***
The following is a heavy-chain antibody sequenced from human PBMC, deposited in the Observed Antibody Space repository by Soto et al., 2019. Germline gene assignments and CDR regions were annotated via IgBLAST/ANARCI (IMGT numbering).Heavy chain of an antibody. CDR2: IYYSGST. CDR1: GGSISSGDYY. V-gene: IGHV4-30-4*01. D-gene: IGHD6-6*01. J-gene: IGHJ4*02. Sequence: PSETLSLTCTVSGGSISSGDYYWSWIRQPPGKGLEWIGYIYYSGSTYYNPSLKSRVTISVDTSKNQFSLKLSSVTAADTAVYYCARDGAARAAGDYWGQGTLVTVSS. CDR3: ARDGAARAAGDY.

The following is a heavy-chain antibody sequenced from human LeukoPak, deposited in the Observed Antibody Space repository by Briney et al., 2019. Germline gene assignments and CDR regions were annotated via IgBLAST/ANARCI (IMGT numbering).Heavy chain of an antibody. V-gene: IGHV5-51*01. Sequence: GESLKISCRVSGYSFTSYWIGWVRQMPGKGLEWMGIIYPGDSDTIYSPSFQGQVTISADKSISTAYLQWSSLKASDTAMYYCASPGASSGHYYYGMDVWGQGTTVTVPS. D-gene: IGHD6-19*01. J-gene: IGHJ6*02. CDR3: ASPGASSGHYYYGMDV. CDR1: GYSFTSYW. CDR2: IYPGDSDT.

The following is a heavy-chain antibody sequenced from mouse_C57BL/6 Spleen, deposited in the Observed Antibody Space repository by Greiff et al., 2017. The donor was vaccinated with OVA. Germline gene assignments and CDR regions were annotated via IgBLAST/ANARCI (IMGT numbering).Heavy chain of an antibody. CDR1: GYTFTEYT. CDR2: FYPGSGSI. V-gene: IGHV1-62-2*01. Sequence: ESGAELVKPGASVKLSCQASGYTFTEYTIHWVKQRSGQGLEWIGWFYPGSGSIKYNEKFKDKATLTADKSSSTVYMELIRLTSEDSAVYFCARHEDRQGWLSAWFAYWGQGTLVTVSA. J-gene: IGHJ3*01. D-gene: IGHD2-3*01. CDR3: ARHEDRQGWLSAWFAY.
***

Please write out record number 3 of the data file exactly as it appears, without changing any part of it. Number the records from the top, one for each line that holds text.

The following is a heavy-chain antibody sequenced from mouse_C57BL/6 Spleen, deposited in the Observed Antibody Space repository by Greiff et al., 2017. The donor was vaccinated with OVA. Germline gene assignments and CDR regions were annotated via IgBLAST/ANARCI (IMGT numbering).Heavy chain of an antibody. CDR1: GYTFTEYT. CDR2: FYPGSGSI. V-gene: IGHV1-62-2*01. Sequence: ESGAELVKPGASVKLSCQASGYTFTEYTIHWVKQRSGQGLEWIGWFYPGSGSIKYNEKFKDKATLTADKSSSTVYMELIRLTSEDSAVYFCARHEDRQGWLSAWFAYWGQGTLVTVSA. J-gene: IGHJ3*01. D-gene: IGHD2-3*01. CDR3: ARHEDRQGWLSAWFAY.